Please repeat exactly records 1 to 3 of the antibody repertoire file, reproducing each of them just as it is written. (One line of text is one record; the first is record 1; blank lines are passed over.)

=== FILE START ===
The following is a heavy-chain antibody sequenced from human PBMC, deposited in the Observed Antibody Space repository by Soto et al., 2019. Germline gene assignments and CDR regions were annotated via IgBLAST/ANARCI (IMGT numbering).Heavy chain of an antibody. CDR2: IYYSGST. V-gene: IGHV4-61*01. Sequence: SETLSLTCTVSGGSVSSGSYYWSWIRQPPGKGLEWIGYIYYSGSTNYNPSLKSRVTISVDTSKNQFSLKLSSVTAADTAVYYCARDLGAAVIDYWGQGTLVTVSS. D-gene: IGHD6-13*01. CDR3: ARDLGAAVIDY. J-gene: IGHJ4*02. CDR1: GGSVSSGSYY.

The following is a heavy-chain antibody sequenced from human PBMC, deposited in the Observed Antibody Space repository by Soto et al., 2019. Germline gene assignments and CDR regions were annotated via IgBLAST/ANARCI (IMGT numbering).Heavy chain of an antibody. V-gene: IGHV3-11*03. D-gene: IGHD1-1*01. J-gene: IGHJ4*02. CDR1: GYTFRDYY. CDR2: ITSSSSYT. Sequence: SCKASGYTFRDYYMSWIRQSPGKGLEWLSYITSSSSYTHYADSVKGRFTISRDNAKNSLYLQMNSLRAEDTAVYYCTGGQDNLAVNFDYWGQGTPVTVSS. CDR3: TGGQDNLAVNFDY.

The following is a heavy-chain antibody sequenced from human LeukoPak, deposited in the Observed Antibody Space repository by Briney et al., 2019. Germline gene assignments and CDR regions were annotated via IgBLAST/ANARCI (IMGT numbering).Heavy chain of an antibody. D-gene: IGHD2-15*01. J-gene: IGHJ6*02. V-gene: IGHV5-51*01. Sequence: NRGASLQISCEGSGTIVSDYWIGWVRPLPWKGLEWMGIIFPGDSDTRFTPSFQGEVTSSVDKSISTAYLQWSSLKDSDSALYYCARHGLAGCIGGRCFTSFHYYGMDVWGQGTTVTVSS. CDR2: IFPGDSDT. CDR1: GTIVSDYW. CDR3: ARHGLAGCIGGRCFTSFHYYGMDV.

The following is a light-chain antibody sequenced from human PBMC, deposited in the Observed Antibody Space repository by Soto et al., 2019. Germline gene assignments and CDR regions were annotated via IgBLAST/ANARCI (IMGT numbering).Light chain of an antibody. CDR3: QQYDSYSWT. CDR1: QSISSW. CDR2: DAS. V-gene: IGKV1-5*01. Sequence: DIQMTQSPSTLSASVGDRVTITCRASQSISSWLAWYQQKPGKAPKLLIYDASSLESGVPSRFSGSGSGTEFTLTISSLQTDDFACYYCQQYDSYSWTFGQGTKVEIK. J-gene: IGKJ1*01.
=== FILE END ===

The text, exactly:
The following is a heavy-chain antibody sequenced from human PBMC, deposited in the Observed Antibody Space repository by Soto et al., 2019. Germline gene assignments and CDR regions were annotated via IgBLAST/ANARCI (IMGT numbering).Heavy chain of an antibody. CDR2: IYYSGST. V-gene: IGHV4-61*01. Sequence: SETLSLTCTVSGGSVSSGSYYWSWIRQPPGKGLEWIGYIYYSGSTNYNPSLKSRVTISVDTSKNQFSLKLSSVTAADTAVYYCARDLGAAVIDYWGQGTLVTVSS. D-gene: IGHD6-13*01. CDR3: ARDLGAAVIDY. J-gene: IGHJ4*02. CDR1: GGSVSSGSYY.

The following is a heavy-chain antibody sequenced from human PBMC, deposited in the Observed Antibody Space repository by Soto et al., 2019. Germline gene assignments and CDR regions were annotated via IgBLAST/ANARCI (IMGT numbering).Heavy chain of an antibody. V-gene: IGHV3-11*03. D-gene: IGHD1-1*01. J-gene: IGHJ4*02. CDR1: GYTFRDYY. CDR2: ITSSSSYT. Sequence: SCKASGYTFRDYYMSWIRQSPGKGLEWLSYITSSSSYTHYADSVKGRFTISRDNAKNSLYLQMNSLRAEDTAVYYCTGGQDNLAVNFDYWGQGTPVTVSS. CDR3: TGGQDNLAVNFDY.

The following is a heavy-chain antibody sequenced from human LeukoPak, deposited in the Observed Antibody Space repository by Briney et al., 2019. Germline gene assignments and CDR regions were annotated via IgBLAST/ANARCI (IMGT numbering).Heavy chain of an antibody. D-gene: IGHD2-15*01. J-gene: IGHJ6*02. V-gene: IGHV5-51*01. Sequence: NRGASLQISCEGSGTIVSDYWIGWVRPLPWKGLEWMGIIFPGDSDTRFTPSFQGEVTSSVDKSISTAYLQWSSLKDSDSALYYCARHGLAGCIGGRCFTSFHYYGMDVWGQGTTVTVSS. CDR2: IFPGDSDT. CDR1: GTIVSDYW. CDR3: ARHGLAGCIGGRCFTSFHYYGMDV.